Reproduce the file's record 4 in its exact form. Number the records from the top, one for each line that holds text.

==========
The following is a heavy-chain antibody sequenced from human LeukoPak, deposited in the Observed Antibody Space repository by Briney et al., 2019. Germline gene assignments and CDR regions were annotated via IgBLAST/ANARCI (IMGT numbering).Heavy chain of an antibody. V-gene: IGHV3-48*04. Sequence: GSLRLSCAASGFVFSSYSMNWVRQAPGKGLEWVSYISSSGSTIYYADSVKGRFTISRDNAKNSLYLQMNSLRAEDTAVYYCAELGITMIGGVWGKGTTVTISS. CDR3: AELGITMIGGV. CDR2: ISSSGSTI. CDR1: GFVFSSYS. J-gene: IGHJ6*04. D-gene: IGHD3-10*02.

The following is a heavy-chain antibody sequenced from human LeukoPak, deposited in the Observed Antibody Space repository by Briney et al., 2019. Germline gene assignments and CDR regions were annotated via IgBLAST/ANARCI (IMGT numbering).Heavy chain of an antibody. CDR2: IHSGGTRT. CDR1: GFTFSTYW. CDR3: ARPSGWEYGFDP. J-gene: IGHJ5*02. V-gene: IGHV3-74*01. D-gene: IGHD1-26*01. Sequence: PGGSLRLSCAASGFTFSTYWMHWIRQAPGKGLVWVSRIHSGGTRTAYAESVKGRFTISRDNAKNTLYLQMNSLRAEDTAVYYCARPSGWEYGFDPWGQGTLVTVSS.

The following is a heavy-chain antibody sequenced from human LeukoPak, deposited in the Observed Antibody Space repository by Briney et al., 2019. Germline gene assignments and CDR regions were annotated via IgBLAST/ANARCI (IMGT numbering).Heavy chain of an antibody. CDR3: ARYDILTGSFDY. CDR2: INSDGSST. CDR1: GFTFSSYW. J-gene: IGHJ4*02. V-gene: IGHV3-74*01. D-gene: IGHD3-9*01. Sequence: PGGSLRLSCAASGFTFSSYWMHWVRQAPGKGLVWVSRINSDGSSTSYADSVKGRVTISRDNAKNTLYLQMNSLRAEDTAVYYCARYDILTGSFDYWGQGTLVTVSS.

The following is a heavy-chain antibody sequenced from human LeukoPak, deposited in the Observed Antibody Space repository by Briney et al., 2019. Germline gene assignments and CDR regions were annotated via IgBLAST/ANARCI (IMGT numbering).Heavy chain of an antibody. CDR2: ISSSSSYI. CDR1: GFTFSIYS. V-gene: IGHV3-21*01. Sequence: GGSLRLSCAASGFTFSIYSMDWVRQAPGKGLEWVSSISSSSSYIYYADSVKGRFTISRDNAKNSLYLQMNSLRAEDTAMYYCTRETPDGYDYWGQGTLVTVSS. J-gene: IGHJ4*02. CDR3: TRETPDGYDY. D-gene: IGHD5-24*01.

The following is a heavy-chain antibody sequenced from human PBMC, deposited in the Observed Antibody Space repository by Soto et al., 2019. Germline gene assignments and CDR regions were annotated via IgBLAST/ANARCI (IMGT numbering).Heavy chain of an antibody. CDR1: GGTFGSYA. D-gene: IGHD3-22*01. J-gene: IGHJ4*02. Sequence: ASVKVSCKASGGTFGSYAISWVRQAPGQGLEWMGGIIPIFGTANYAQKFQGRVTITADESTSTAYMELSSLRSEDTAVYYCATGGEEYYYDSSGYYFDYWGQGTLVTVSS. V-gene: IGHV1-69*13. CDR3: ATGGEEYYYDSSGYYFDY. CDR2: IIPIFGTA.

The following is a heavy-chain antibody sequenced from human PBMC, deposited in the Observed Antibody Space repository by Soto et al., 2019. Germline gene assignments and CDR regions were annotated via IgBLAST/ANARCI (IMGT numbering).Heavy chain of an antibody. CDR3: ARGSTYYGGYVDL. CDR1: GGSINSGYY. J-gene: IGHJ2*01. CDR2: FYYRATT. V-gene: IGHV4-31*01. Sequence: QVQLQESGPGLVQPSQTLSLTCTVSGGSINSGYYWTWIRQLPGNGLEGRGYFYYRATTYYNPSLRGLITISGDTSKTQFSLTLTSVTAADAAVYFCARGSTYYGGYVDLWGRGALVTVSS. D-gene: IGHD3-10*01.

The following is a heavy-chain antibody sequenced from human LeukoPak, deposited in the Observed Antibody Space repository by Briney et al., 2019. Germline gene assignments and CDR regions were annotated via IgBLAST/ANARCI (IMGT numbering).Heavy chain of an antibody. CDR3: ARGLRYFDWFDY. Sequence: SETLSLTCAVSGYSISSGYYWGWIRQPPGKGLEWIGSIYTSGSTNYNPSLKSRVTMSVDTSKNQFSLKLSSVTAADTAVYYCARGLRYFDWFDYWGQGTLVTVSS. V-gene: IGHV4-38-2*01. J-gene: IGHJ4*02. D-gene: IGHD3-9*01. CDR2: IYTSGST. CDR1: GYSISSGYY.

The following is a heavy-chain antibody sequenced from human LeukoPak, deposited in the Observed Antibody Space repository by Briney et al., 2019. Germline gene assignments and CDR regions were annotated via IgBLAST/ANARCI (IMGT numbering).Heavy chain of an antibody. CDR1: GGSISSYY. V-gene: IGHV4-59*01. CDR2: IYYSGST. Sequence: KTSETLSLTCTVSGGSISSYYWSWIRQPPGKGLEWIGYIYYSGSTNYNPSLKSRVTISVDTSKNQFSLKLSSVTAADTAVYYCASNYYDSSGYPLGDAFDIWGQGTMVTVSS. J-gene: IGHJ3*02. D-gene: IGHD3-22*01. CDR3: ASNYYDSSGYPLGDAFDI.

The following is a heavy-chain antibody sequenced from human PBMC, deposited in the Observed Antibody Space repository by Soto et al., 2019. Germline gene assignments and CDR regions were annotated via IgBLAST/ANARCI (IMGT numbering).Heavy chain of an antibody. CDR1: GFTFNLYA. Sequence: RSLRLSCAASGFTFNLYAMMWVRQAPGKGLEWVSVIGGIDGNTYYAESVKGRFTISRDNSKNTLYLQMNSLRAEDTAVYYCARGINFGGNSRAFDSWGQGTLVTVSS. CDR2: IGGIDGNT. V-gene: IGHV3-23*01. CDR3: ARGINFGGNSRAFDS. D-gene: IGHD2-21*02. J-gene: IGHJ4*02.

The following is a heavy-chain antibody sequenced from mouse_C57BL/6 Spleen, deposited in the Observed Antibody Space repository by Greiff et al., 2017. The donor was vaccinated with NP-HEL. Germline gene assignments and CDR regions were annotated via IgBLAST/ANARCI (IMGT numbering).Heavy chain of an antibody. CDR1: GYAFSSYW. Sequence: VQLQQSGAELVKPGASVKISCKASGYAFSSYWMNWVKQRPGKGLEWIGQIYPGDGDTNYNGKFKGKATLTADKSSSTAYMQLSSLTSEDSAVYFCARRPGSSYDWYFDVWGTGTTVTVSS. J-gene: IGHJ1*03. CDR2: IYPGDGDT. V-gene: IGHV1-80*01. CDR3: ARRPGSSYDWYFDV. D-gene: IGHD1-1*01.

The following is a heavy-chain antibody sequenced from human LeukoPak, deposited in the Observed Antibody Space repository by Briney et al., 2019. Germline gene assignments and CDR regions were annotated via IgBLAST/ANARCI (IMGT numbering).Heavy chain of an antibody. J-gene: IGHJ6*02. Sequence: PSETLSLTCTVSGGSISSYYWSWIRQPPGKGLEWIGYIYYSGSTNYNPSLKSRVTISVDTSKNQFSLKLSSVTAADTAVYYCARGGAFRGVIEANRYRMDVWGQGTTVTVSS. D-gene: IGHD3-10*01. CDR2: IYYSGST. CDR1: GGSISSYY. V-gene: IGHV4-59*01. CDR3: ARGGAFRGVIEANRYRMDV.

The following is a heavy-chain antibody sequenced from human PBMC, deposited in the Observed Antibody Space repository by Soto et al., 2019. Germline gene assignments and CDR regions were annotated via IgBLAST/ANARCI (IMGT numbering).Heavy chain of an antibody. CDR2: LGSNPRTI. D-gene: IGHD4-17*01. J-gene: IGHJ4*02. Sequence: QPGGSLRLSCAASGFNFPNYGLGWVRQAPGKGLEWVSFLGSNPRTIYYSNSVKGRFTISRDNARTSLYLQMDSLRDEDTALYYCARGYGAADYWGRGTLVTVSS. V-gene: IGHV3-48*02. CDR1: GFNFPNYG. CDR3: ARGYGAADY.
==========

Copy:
The following is a heavy-chain antibody sequenced from human LeukoPak, deposited in the Observed Antibody Space repository by Briney et al., 2019. Germline gene assignments and CDR regions were annotated via IgBLAST/ANARCI (IMGT numbering).Heavy chain of an antibody. CDR2: ISSSSSYI. CDR1: GFTFSIYS. V-gene: IGHV3-21*01. Sequence: GGSLRLSCAASGFTFSIYSMDWVRQAPGKGLEWVSSISSSSSYIYYADSVKGRFTISRDNAKNSLYLQMNSLRAEDTAMYYCTRETPDGYDYWGQGTLVTVSS. J-gene: IGHJ4*02. CDR3: TRETPDGYDY. D-gene: IGHD5-24*01.